Public Relations and Marketing: Social Media’s Forgotten Family

Public Relations + Marketing = Better Social Media


Public Relations manages the spread of information between an individual/organization and the public to persuade them to maintain a certain point of view about it, its leadership, products, or of political decisions. Marketing is communication about the value of a product or service in order to sell the product or service.

Some Similarities:

Even though they are very different, both methods are used to shape the public’s perception of brands and individuals alike. “In fact,” Marc Cowlin says, “there are more parralels than differences.” He highlights 5 of these similarities in his blog:
  1. Storytelling: engaging narratives that draw people in
  2. Distribution: information come through a channel: press releases, news outlets, blogs, social media
  3. Writers: the individuals creating content and communicating the story
  4. Earned Media: minimal exposure growing into larger respect through
  5. End Goals: driving traffic and gaining exposure
Main Differences:

Like I mentioned before, the purpose of marketing is to create attention and value for a product or service that people will buy. PR is used to develop and maintain good relationships. While marketing tends to be more proactive and engaging, PR tends to be more reactive and flexible. Simply, PR boils down to building relationships and marketing is all about provoking action. It’s easy to think of PR as a person to person (P2P) interaction and marketing as a mainly business to customer (B2C) interaction, but it’s not that cut and dry anymore.

Social Media Effects:

The world of social media wasn’t created with PR or marketing in mind. It was created so that each individual user could control their social environment and the conversations happening within that environment. Traditional PR/marketing was used to control the conversation, but social media now gives the users that control. Everyone has an opinion and wants to be heard. Now, specialists have to embrace dialogues and customers as they are. These conversations may be possitive for your brand or negative, but that is the space where each brand manager must learn to operate. The key is to influence and guide the conversation from where they already exist to positives about your brand.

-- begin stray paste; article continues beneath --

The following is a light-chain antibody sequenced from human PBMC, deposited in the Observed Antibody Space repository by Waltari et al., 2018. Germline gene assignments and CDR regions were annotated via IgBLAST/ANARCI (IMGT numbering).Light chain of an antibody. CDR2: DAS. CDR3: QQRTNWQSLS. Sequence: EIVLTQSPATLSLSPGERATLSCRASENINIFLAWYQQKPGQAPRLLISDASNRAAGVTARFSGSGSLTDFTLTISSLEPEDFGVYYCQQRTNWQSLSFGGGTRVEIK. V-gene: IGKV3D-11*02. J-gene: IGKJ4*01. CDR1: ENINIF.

Using the Merger:

Let’s go back to the similarities that Cowlin pointed out in his blog to find out how we can use this merger to benefit our brand on social platforms.

1. Storytelling: Brands must tell a story that adds value to stories that are already going on. No matter what your brand is about, you have to attract people in within the context of those stories. Suzy just got accepted to her favorite college, her parents surprised her with a new car for graduation and she is enjoying her summer. Even though they aren’t telling the story, space organizing and decorating brands sure as heck better be ready to tell a story that makes life easier in the “packing for college” phase. Actively listening and reacting to stories is as important as telling them.